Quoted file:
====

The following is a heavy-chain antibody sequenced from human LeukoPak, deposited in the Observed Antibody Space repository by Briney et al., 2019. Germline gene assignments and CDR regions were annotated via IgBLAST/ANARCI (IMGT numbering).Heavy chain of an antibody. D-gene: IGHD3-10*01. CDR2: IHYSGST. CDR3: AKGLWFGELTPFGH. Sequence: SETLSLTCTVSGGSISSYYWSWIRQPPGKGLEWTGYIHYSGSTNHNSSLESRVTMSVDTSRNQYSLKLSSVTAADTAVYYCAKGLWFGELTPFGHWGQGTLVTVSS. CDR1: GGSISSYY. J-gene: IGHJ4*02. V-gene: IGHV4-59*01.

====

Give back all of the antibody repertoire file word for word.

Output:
The following is a heavy-chain antibody sequenced from human LeukoPak, deposited in the Observed Antibody Space repository by Briney et al., 2019. Germline gene assignments and CDR regions were annotated via IgBLAST/ANARCI (IMGT numbering).Heavy chain of an antibody. D-gene: IGHD3-10*01. CDR2: IHYSGST. CDR3: AKGLWFGELTPFGH. Sequence: SETLSLTCTVSGGSISSYYWSWIRQPPGKGLEWTGYIHYSGSTNHNSSLESRVTMSVDTSRNQYSLKLSSVTAADTAVYYCAKGLWFGELTPFGHWGQGTLVTVSS. CDR1: GGSISSYY. J-gene: IGHJ4*02. V-gene: IGHV4-59*01.